Hard work

I am currently lying in bed, exhausted from a really tough day at the basic health camp. In the 110oF scorching heat outside, we set up a tent at TABA medical center where we served more than 400 patients from the surrounding basti (slum) over the past two days. Patients came in for multiple concerns and were then referred to relevant doctors who were present at the health site. These doctors diagnosed their illnesses, wrote them prescriptions and sent them to the onsite present pharmacy where they received their medicines free of cost. The point of Phase 1 of the project was to narrow down the diseases that are prevalent in the area, so that phase 2 of the project can focus on the dispensing knowledge of how to recognize those diseases and what measures can be taken to reduce the onset or the symptoms of them.

The camp was nothing short of an adventure. I never understood the strength needed to remain calm when 30 patients, with no concept of a line, made extra aggressive due to the heat, are badgering you to take their blood pressure and suddenly both the BP apparatus at the camp stop working. Must I say, it was an experience to have to tell people who had already been waiting in the heat for a while that they need to wait longer while some volunteers rushed to the pharmacy to get a new sphygmomanometer. More importantly, however, I never understood true contentment until an old lady, around 80, moved her hand over my hand, a local gesture to display love, as she recited a hundred prayers for me in her mouth, for this little medical camp. She held me close and told me that I should take a break because of the heat, but her sweet smile conveyed how grateful she was for us being there.

Throughout these 10 hours I spent at the camp, I learned a great deal about the issues that people faced, ranging mostly from communicable diseases such as hepatitis B and C to non- communicable diseases like diabetes. Almost everyone who came suffered from hypertension, and were doing absolutely nothing to solve this problem, particularly because in their list of priorities, their health was not as important, and so they often let the dizziness and irregular heart rates slide. I did feel frustrated at many points about how nonchalantly these patients took their health, but I knew it was because they did not know any better and the idea that people’s ability to practice self-care was limited by the struggle of living in poverty. For one patient, I remember the blood pressure meter showing a reading of 220/100, and when I expressed concern and informed her, she told me that its nothing to worry about, ‘hota rehta hai khudi chala jayega’ ( It happens often, it’ll go away on its own). The question then was to what extent these people would even take phase 2 seriously if for them, health was not high on their list of priorities. I did notice, however, that when we explained to the patients what could potentially happen if they let their respective diseases remain, a lot of their expressions changed from indifference to fear. I feel that the idea of their disease making them incapable of productive work scared them the most because this meant there would be no way to earn the limited income that they do. I believe that this fear would be incentive enough for them to make Phase 2 effective.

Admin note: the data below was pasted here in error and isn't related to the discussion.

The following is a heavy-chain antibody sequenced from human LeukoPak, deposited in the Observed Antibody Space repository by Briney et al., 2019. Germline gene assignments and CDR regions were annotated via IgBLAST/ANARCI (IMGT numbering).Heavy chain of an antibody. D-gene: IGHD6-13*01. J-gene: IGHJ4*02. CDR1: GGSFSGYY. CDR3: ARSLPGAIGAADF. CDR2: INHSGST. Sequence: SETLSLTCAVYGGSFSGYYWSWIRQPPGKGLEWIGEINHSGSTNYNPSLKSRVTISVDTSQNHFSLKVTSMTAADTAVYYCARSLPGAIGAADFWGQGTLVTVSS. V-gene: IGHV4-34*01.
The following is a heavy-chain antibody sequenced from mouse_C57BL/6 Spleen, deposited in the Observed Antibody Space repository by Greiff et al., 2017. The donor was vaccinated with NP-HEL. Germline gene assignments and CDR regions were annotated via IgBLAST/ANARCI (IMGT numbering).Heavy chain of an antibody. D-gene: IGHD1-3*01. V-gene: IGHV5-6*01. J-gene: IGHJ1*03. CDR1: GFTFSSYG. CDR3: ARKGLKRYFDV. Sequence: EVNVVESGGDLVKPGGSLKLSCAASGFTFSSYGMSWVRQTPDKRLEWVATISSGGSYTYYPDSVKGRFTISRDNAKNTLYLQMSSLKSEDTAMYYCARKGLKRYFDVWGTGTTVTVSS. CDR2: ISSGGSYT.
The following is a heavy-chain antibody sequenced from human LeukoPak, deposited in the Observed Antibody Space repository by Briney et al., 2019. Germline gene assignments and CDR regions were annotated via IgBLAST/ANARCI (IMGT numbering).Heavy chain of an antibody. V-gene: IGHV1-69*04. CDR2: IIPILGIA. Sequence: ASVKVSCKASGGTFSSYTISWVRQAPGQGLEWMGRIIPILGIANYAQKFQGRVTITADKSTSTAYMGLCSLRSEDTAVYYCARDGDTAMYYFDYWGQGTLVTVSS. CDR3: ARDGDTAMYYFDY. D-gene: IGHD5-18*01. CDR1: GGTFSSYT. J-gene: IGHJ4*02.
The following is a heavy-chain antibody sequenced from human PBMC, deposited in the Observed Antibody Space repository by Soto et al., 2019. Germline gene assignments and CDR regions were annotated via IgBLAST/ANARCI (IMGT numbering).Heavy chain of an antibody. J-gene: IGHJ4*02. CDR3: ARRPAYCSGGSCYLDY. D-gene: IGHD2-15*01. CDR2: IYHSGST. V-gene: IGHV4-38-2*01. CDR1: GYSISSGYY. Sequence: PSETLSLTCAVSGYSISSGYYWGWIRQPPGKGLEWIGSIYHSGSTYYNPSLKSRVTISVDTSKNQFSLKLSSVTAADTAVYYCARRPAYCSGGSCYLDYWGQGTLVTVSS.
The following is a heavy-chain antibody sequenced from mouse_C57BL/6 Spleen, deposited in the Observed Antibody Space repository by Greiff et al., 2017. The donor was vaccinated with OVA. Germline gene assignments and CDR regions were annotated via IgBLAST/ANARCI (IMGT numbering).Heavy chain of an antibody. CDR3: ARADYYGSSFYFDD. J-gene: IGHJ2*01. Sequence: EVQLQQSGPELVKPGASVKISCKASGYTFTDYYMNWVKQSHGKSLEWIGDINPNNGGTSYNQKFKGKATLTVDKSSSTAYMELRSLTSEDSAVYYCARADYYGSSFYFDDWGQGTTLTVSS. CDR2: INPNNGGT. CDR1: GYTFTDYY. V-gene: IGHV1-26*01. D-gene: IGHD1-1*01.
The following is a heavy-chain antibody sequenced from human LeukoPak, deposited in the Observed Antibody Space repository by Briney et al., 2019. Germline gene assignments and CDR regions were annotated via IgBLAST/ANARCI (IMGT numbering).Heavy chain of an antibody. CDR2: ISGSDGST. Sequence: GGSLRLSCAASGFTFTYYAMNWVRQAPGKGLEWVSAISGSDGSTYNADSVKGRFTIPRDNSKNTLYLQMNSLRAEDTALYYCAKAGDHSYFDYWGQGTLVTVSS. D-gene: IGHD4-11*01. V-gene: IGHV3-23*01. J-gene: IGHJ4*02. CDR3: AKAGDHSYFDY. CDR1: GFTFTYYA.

At many points in the past two days, I felt very helpless because I realized that no matter what I do, the world has too many problems to fix. If the problems in this little community in the outskirts of a small town in one country out of 195 countries felt so big and innumerable, then scaling this up to every community of people meant that there was very little hope to rid the world of global health inequality. At the same time, however, I saw the dedication and energy in the eyes of every single volunteer there and realized that even if we do our own little part to uplift a community, we may not be able to change the world, but we would be able to change someone’s world.

What I realized more than anything from this experience is how passionately I want to become a doctor. A great number of people came to me, thinking I was a doctor already, and the entire idea that one day, hopefully iA, that’ll hold true made me really happy. I’ve always wanted to serve humanity from a young age, and medicine is a definite way of doing that.

The results of this medical camp really will help in phase 2 of the project. Diabetes and hypertension are both very prevalent in this region and I’m thinking of an self-sustained educational intervention to bring both blood pressure and glucose levels into control. A lot of planning needs to be done over the next week, but this project is finally more streamlined and is going in a direction that I am pleased with.

Kinza Khan is a T’20 Undergraduate and a 2018 Kenan Summer Research Fellow.

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